by Alex De-Gruchy, Michael Montenat & Ron Riley

One of the new series from the Monkeybrain Comics imprint, The Fallen is a curious story that blends a few genres into one. After its first issue, readers were left with an interesting introduction to a new world and a few groups of characters to follow. Here, in issue two, the world expands a bit more and readers are given a bit more to consider for where the story can go. The Fallen has some great potential.

In the first issue, readers were given a whole lot of information about the world and how it came to be the way it looks as the story opens. Readers are told that the events of the story take place eight years after events that were seemingly apocalyptic. In this new world are zombie-like beings that are simply described as crazed cannibals. Still unclear how much they are aware of their prior selves, these beings do appear to maintain some human abilities. They have come about by an event caused by a super powered being. The fusion of these two genres is definitely interesting and even more so are sequences of cityscapes functioning as the backdrop as characters move about on horses in a new western-like society.

Alex De-Gruchy’s story with The Fallen presents the possibility for some very cool scenarios. These once god-like characters are forced to hide in plain sight. The world has turned on these people and they, though possibly better equipped to survive than other human beings, are brought down from their pedestals. So far, readers have been introduced to a few powered individuals and have learned much about the world as it currently exists. The issues are generally short, though they do take some time to get through. De-Gruchy’s writing is, at times, overdone. There is a large amount of exposition to catch readers up in the first two issues, and it weighs the story down at times.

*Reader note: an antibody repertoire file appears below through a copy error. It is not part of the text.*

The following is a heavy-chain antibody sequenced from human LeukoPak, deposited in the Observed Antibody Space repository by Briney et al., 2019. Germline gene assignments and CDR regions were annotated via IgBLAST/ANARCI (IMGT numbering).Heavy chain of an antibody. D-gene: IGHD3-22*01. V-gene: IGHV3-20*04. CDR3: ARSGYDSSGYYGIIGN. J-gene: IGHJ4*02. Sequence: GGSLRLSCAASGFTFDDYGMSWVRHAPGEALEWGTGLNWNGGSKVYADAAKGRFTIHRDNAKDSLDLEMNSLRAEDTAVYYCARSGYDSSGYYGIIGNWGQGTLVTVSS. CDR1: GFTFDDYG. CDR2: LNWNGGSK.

In issue two, readers are given a bit more story about the group from Oklahoma in an unexpected way. The mysterious figure shown last issue turns out to be a super who captures the drunk men and turns them in for reward. It’s a quick sequence but raises a few questions about what those men have done and who this superhero may be. Additionally, the character of Sam Ellis is developed a bit more as readers see him interacting with a hallucination. The scene functions to inform readers that Ellis has some demons, but it is one more layer in an already very compacted young series.

Finally, as a new group of characters are traveling as a convoy in California, they are attacked, though not by the beings known as sleepers. Instead, the group are targeted by other people and it presents yet another dimension to The Fallen. Michael Montenat and Ron Riley do a good job with the art in the series. The action scenes are well handled and the narration is decently off-set by panel choices and movement.

The Fallen presents a lot of possible pathways that can be explored. This could make for a fantastic story, or could put the title in difficult spot in deciding what it is trying to be. Thus far, there is a good bit here to enjoy.


About The Author Former Contributor

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